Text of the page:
Air purifiers, humidifiers, dehumidifiers, and other indoor air quality products can be added to the air system to enhance the comfort of the home. These elements then deliver optimal thermal comfort through the control of either a conventional or smart thermostat. A Wi-Fi-enabled smart thermostat allows you to make small adjustments throughout the day that enhance energy efficiency.

Types of HVAC Systems

Each HVAC system varies depending on the heating and cooling needs of a home, where that home is located, its age, its existing ductwork, its heating and cooling needs, and other factors. As a result, an HVAC can take any number of forms. Your HVAC technician will help you determine which of the following best meets your needs.

Split System

Also referred to as a forced-air system, a split system has one unit inside the home and one outside. This setup can consist of a furnace and air conditioner, an air handler and heat pump, or a furnace and heat pump. Which configuration is best for your home will depend largely on where you live. For example, the furnace and heat pump setup works best in very cold climates.

Hybrid Heat Pump

In this scenario, the central heating system includes an electric heat pump that works in conjunction with a furnace. In milder times of the year like the spring and fall, the heat pump heats the home. During weather that’s too cold for a heat pump to operate effectively, the furnace takes over. This hybrid system, also known as a dual-fuel system, saves money because it costs less to heat the home with a heat pump than a furnace.

Ductless Mini-Split

A ductless mini-split system has an outdoor unit that contains the compressor and condenser, and an indoor air handler mounted in the room that blows the cooled air directly into the room, according to the Air Conditioning, Heating & Refrigeration Institute. This type of ductless system is usually best for small spaces like garages and workshops that don’t require a traditional split system. They aren’t suited to whole-house applications. Typically, these systems are easy enough for homeowner to install themselves.

Ducted Mini-Split

A ducted mini-split system uses tubes instead of larger ducts to move air into a room from an outdoor compressor and condenser. This solution is best for homes where there isn’t a lot of room for traditional ductwork. Compared to ductless mini-split systems, ducted mini-splits have the advantage of better air circulation.

Packaged System

A packaged system contains the traditional components of a split system. However, all units are housed outside. This solution works best for homes that don’t have the space for a heating unit inside the home. Even if you have the space for a split system, you might consider a packaged system because they are quieter (everything is located outside the home) and have lower installation costs (there’s only one unit to install).

What Does an HVAC System Include?

A basic HVAC system consists of a heating unit, a cooling unit, and a duct to move the heated or cooled air around. Generally, a furnace serves as the heating unit. Whether the furnace runs on natural gas, electricity, or propane, its efficiency is measured by its Annual Fuel Utilization Efficiency (AFUE) rating, which indicates how much fuel is converted into heat. A furnace with an AFUE rating of 95% converts 95% of the fuel supplied to it into heat. Today, the minimum acceptable AFUE rating is 80%. Particularly high-efficiency models like those from Carrier, Bryant, and Goodman have ratings of 95% to 98%.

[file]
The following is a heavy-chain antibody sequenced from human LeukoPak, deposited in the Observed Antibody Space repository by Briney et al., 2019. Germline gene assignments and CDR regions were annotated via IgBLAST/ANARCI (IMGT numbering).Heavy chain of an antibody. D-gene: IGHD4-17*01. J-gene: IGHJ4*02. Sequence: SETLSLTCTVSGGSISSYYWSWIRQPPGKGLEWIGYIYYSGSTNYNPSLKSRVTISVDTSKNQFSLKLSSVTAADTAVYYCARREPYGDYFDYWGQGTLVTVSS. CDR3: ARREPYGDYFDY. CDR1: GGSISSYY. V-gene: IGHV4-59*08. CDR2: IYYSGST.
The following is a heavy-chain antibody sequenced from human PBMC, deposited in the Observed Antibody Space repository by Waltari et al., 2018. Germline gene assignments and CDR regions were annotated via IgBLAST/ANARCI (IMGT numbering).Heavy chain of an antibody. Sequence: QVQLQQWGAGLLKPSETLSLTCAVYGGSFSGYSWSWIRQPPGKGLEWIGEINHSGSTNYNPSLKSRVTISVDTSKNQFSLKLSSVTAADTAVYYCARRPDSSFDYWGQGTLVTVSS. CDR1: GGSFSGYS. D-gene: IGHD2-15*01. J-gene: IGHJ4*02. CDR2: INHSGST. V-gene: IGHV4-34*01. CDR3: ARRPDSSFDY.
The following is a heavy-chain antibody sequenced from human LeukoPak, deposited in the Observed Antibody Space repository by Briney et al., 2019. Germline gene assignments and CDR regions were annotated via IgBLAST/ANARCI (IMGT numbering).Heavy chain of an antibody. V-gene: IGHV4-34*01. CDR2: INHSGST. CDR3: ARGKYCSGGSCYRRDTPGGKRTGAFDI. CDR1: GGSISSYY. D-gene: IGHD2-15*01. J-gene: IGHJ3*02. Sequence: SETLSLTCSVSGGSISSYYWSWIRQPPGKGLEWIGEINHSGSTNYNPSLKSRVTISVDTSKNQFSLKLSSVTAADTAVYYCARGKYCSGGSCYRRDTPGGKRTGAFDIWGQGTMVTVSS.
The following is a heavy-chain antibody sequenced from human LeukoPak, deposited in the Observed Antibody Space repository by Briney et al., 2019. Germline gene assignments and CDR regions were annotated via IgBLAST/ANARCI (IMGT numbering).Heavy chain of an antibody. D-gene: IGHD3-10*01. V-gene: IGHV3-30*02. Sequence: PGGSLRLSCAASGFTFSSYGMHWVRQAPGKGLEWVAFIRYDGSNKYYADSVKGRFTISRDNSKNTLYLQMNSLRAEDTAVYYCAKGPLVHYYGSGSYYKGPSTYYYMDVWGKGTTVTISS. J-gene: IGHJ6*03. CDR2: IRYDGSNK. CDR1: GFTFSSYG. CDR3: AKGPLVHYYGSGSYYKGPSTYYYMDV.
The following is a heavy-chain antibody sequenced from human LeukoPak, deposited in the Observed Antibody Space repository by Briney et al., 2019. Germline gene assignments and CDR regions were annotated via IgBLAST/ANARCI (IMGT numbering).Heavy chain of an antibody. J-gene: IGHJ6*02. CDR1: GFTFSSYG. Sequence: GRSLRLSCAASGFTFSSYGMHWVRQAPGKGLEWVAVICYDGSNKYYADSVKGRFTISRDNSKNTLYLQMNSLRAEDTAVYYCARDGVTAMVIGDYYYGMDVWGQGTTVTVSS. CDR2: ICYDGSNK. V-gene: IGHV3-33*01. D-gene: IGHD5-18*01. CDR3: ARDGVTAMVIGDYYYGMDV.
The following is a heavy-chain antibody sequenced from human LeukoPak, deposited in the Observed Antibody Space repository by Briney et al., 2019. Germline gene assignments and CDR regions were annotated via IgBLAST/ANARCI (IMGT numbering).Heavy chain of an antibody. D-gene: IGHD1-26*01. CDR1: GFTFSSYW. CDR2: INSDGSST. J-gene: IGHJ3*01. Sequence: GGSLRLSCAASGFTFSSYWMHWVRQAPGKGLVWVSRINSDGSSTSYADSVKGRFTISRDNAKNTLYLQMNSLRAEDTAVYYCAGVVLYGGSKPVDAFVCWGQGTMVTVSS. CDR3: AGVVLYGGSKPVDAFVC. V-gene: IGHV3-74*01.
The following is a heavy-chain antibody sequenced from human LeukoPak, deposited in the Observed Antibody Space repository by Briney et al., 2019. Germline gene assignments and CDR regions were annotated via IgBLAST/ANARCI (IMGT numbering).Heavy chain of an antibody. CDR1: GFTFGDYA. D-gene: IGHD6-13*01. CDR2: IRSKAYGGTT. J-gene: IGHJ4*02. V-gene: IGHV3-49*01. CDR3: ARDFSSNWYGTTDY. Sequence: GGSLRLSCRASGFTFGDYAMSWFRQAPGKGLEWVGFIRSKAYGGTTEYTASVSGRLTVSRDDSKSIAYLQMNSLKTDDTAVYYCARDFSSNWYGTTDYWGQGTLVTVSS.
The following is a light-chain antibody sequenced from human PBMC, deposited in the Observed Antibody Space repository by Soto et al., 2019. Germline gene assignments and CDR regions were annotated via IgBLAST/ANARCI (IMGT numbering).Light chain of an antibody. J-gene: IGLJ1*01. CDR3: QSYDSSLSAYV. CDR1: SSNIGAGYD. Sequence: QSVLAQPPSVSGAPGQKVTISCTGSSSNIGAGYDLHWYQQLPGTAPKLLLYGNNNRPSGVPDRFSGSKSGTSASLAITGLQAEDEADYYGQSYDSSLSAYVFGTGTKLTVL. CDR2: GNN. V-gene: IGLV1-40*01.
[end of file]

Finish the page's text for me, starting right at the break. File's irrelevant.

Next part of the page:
HVAC systems also have a cooling unit, usually an AC unit. In some areas where it doesn’t get cold enough for a furnace, a heat pump that can both cool and heat the air is a cheaper option. Either way, these units’ cooling efficiency is measured by their Seasonal Energy Efficiency Ratio (SEER), and the cool air they produce is distributed into the house through the ductwork. For energy efficiency, you want to shop for a unit with a high SEER rating. The highest efficiency units will have SEER ratings of 20 or more, while the minimum rating is 13. To receive the U.S. government’s Energy Star certification, an air conditioner must have a SEER rating of at least 14.

Some systems may also include ventilation systems that direct air out of the house, humidifiers (or dehumidifiers) that adjust the air’s humidity, and air purifiers that filter out spores, bacteria, viruses, and other miniscule particles. An HVAC tech can help you determine which of these additional components, if any, make sense for your needs.

All of these are controlled by a conventional or smart thermostat like those sold by Lennox, Trane, and Rheem. When the temperature or other criteria reach a set point, it triggers the necessary components to begin running. Some smart systems can even alert you to when there is a problem that needs attention, remind you to change the filters, and share diagnostics with your HVAC contractor.

How are HVAC and Air Conditioning Different?

HVAC and air conditioning are often used interchangeably. However, the terms actually refer to two different things. Where an HVAC system consists of several components that work together to regulate the temperature and ventilation in a building, air conditioners simply cool that building. Think of it this way: An HVAC system can include a furnace, ductwork, air cleaner, smart thermostat, and air conditioner while a central air conditioner is just an air conditioner. In other words, an air conditioner may fall under the HVAC umbrella, but not all HVAC systems will actually have an air conditioner.